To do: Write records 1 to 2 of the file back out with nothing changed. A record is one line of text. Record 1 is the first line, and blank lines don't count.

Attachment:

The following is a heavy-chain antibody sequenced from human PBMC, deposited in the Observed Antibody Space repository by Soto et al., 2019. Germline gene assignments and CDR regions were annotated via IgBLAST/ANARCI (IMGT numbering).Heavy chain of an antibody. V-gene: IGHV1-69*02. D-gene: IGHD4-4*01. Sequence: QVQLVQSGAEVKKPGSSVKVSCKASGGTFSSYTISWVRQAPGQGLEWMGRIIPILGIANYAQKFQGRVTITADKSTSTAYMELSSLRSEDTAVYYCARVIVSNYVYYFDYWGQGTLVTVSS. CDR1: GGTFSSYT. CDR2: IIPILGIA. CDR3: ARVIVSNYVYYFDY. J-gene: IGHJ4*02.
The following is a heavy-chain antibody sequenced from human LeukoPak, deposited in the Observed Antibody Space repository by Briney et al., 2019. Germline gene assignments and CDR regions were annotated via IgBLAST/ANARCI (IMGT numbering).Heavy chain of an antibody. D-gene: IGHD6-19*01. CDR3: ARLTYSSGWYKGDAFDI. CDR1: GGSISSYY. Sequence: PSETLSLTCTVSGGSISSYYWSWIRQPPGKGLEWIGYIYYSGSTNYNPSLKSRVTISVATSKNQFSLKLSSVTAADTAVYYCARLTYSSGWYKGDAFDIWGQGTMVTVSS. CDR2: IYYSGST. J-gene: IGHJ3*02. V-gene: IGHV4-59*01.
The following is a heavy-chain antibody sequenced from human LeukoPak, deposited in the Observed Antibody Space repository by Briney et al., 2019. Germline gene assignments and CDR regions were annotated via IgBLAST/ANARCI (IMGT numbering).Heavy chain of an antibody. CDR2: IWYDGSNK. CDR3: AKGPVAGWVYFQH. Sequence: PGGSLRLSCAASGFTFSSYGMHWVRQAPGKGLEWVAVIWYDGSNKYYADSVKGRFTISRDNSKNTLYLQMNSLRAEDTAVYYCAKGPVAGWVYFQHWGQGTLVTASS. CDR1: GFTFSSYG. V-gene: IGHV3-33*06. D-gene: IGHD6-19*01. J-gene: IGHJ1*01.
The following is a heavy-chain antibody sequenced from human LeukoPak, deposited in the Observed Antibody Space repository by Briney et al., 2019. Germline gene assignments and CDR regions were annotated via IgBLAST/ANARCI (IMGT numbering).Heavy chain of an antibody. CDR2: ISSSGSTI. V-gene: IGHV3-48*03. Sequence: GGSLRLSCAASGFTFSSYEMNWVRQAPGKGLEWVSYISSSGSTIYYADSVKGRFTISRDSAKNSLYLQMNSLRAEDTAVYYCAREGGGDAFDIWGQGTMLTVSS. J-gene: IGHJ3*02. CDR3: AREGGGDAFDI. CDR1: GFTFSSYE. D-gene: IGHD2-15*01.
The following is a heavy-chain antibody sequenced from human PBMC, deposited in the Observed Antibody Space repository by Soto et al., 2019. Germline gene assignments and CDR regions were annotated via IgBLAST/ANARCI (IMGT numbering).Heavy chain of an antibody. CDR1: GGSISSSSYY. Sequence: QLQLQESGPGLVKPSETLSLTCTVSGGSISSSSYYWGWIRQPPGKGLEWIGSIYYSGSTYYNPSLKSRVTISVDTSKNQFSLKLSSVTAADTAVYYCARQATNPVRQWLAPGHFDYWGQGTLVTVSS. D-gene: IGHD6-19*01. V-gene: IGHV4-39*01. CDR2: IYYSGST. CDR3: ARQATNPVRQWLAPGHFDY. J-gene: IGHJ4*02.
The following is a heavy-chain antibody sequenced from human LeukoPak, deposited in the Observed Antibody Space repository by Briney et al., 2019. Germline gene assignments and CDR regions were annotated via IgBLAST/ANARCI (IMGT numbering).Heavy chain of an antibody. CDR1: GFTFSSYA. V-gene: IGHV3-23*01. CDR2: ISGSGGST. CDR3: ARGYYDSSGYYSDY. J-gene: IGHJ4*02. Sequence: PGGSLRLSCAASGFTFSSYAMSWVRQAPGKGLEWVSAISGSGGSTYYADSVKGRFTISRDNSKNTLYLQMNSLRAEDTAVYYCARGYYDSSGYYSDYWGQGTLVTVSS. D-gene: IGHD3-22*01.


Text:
The following is a heavy-chain antibody sequenced from human PBMC, deposited in the Observed Antibody Space repository by Soto et al., 2019. Germline gene assignments and CDR regions were annotated via IgBLAST/ANARCI (IMGT numbering).Heavy chain of an antibody. V-gene: IGHV1-69*02. D-gene: IGHD4-4*01. Sequence: QVQLVQSGAEVKKPGSSVKVSCKASGGTFSSYTISWVRQAPGQGLEWMGRIIPILGIANYAQKFQGRVTITADKSTSTAYMELSSLRSEDTAVYYCARVIVSNYVYYFDYWGQGTLVTVSS. CDR1: GGTFSSYT. CDR2: IIPILGIA. CDR3: ARVIVSNYVYYFDY. J-gene: IGHJ4*02.
The following is a heavy-chain antibody sequenced from human LeukoPak, deposited in the Observed Antibody Space repository by Briney et al., 2019. Germline gene assignments and CDR regions were annotated via IgBLAST/ANARCI (IMGT numbering).Heavy chain of an antibody. D-gene: IGHD6-19*01. CDR3: ARLTYSSGWYKGDAFDI. CDR1: GGSISSYY. Sequence: PSETLSLTCTVSGGSISSYYWSWIRQPPGKGLEWIGYIYYSGSTNYNPSLKSRVTISVATSKNQFSLKLSSVTAADTAVYYCARLTYSSGWYKGDAFDIWGQGTMVTVSS. CDR2: IYYSGST. J-gene: IGHJ3*02. V-gene: IGHV4-59*01.